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One night I found myself deep in an Instagram blackhole: The Explorer Page. While I casually stalked friends’ cousins’ baby mamas and browsed through makeup tutorial pages, I came across a post, praising Omar Epps for having a long-lasting marriage in Hollywood.

Growing up, I loved Epps’ rough-around-the-edges-good-guy demeanor and the fact that I never saw his name in headlines for any trifling behavior, so I read said post to see if I could find a gem or two I could implement into my own relationship. To my surprise, the post explained that Epps and his wife Keisha, from hit 1990s group Total, have a no breakup rule and that has been the secret success to their marriage.

“For us, we just took breaking up off the table. That changed the whole dynamic of how we argue, solve problems, everything. It changes everything during the tough times,” Epps said in an interview with To be honest, after reading Epps’ explanation, I was like:


My parents divorced when I was a teenager and since then, I am committed to the idea that if I am not happy in a relationship, I must leave. However, after reading Epps’ no-break up rule, it made me think about argument styles and what deal breakers warrant breakups.

When I asked my boyfriend what he thought about the rule, he immediately said it would be useful to couples who are serious about monogamy. People who are in open-relationships will always need the option of breaking up since other people are routinely apart of their relationship, he explained. I challenged him on other issues such as partners who have poor financial management or make decisions that undermine their partners’ values, all of which boiled down to the question of whether one person should be stuck with another just to say “We’ve made it!” after the 30- or 40-year mark?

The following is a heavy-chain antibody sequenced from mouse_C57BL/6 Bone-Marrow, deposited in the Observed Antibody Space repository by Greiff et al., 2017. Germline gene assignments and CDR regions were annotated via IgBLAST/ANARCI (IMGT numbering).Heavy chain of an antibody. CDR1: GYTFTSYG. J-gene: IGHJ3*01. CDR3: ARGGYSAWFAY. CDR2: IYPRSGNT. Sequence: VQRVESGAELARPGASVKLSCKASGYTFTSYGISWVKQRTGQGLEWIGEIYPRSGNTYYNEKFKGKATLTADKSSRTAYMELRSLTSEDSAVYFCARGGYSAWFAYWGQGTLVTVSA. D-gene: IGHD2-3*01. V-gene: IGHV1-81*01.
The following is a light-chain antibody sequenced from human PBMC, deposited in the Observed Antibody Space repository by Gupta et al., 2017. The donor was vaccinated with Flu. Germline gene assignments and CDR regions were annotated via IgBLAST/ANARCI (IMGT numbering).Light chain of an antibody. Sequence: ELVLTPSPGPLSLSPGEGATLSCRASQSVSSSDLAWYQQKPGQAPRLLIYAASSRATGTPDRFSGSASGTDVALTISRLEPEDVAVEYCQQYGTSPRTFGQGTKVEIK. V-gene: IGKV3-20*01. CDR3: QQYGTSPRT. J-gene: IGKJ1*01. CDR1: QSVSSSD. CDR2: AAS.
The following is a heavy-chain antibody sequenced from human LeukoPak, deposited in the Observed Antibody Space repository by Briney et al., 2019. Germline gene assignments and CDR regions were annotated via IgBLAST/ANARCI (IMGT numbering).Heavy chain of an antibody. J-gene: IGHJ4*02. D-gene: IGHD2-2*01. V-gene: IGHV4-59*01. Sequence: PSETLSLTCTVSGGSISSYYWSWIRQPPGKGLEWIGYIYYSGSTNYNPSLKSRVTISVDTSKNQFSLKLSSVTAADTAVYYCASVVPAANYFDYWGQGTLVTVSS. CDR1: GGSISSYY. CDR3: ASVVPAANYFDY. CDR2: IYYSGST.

As we created a variety of worst-case scenarios on why the rule wouldn’t work, we learned more about what we wouldn’t tolerate in our own relationship and explored Epps’ claim on how arguments change once this rule is implemented.

According to Psychology Today, arguments are healthy until they are not. “Arguing is an indication of wanting to communicate something, usually something close to one’s heart. While many issues can be resolved through peaceful discussion, other conflicts can provoke anger, defensiveness, resentment and other strong emotions. Thankfully, everyone can learn how to communicate and solve conflicts efficiently in order to achieve mutual understanding, fulfillment and deep intimacy.”

Author Catherine Newman wrote for that the best way to clean up your argument style is to ask yourself how you would argue with your partner if a neighbor, parent or even Barack Obama was present. She believes you speak more carefully if others outside the situation were to listen in and it would help not ripping your partner apart over issues that are most likely trivial and petty.

Despite how helpful this information is, I still find the no-breakup rule  limiting and not inclusive to all couples, their personalities and relationships. Its inflexibility can also be used as a manipulative tactic by the wrong person who could guilt their partner into staying with them.

Nevertheless, I understand why Epps lives by it. It pushes couples to look at the bigger picture, use wise judgment and not succumb to emotion-based solutions.

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